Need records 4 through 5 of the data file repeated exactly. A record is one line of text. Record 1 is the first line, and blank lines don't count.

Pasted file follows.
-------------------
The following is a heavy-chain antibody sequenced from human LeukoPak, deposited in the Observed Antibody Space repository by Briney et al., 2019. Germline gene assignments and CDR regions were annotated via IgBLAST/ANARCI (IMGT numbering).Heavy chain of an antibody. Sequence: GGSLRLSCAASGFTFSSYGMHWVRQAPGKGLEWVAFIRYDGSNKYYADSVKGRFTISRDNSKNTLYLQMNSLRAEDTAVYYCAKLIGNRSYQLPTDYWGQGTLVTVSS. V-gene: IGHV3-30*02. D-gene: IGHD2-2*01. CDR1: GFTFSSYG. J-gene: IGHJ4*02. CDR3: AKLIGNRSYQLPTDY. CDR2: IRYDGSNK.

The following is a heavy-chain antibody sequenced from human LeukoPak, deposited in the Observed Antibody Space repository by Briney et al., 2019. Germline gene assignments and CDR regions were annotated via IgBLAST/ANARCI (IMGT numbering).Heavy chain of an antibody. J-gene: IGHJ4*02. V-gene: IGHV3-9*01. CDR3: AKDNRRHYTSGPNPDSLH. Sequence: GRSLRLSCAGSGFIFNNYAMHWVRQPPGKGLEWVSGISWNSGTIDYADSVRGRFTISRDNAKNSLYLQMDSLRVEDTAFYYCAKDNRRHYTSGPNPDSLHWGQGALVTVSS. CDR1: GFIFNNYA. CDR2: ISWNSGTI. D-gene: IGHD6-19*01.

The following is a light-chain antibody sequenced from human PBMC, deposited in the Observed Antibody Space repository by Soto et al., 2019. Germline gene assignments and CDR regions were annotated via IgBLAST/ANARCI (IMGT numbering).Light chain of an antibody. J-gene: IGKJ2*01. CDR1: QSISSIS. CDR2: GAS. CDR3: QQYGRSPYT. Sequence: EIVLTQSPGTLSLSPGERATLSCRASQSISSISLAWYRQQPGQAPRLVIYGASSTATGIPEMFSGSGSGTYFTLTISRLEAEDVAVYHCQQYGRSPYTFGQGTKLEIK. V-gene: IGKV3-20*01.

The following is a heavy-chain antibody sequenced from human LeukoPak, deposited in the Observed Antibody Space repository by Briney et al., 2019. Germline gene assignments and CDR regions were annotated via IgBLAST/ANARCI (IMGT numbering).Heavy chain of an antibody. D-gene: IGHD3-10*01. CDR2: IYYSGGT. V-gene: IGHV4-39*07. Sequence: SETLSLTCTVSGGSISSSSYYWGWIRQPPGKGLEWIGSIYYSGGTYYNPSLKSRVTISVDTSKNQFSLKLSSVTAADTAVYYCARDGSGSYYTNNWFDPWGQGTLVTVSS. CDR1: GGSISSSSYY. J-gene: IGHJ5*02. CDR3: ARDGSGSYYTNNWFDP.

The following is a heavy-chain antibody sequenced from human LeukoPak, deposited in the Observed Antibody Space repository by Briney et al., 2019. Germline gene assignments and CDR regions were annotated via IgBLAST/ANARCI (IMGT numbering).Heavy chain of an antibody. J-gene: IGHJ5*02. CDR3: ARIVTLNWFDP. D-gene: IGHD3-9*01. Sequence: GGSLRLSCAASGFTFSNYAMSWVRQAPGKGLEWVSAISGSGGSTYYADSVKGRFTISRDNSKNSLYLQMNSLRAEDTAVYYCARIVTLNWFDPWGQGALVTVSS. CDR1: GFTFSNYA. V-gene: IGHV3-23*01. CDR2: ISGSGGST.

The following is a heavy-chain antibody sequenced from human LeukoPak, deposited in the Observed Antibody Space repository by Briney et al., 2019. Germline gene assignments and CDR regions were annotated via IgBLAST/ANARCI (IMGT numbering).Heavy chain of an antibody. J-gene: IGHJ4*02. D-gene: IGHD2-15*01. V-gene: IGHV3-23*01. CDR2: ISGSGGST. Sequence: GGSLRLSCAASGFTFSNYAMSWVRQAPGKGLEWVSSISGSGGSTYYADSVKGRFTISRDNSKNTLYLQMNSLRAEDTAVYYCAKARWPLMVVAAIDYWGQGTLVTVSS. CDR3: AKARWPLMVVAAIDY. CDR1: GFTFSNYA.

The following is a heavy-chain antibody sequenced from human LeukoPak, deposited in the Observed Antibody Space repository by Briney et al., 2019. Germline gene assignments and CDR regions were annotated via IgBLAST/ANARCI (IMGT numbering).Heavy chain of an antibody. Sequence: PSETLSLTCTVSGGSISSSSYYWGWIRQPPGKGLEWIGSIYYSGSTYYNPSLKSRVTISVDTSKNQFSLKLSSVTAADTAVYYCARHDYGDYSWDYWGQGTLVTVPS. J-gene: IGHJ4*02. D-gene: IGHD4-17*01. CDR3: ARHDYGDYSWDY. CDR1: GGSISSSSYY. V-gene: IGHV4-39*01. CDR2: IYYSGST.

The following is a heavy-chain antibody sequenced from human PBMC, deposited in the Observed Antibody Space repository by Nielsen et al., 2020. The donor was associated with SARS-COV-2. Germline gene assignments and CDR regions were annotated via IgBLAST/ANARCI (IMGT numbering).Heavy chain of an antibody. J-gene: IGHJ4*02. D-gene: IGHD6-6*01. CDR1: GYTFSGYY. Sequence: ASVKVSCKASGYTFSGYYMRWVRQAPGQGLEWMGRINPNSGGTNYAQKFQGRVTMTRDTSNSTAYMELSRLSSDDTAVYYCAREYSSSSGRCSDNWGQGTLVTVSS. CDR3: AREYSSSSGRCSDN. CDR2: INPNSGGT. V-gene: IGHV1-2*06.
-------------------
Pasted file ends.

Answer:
The following is a heavy-chain antibody sequenced from human LeukoPak, deposited in the Observed Antibody Space repository by Briney et al., 2019. Germline gene assignments and CDR regions were annotated via IgBLAST/ANARCI (IMGT numbering).Heavy chain of an antibody. D-gene: IGHD3-10*01. CDR2: IYYSGGT. V-gene: IGHV4-39*07. Sequence: SETLSLTCTVSGGSISSSSYYWGWIRQPPGKGLEWIGSIYYSGGTYYNPSLKSRVTISVDTSKNQFSLKLSSVTAADTAVYYCARDGSGSYYTNNWFDPWGQGTLVTVSS. CDR1: GGSISSSSYY. J-gene: IGHJ5*02. CDR3: ARDGSGSYYTNNWFDP.

The following is a heavy-chain antibody sequenced from human LeukoPak, deposited in the Observed Antibody Space repository by Briney et al., 2019. Germline gene assignments and CDR regions were annotated via IgBLAST/ANARCI (IMGT numbering).Heavy chain of an antibody. J-gene: IGHJ5*02. CDR3: ARIVTLNWFDP. D-gene: IGHD3-9*01. Sequence: GGSLRLSCAASGFTFSNYAMSWVRQAPGKGLEWVSAISGSGGSTYYADSVKGRFTISRDNSKNSLYLQMNSLRAEDTAVYYCARIVTLNWFDPWGQGALVTVSS. CDR1: GFTFSNYA. V-gene: IGHV3-23*01. CDR2: ISGSGGST.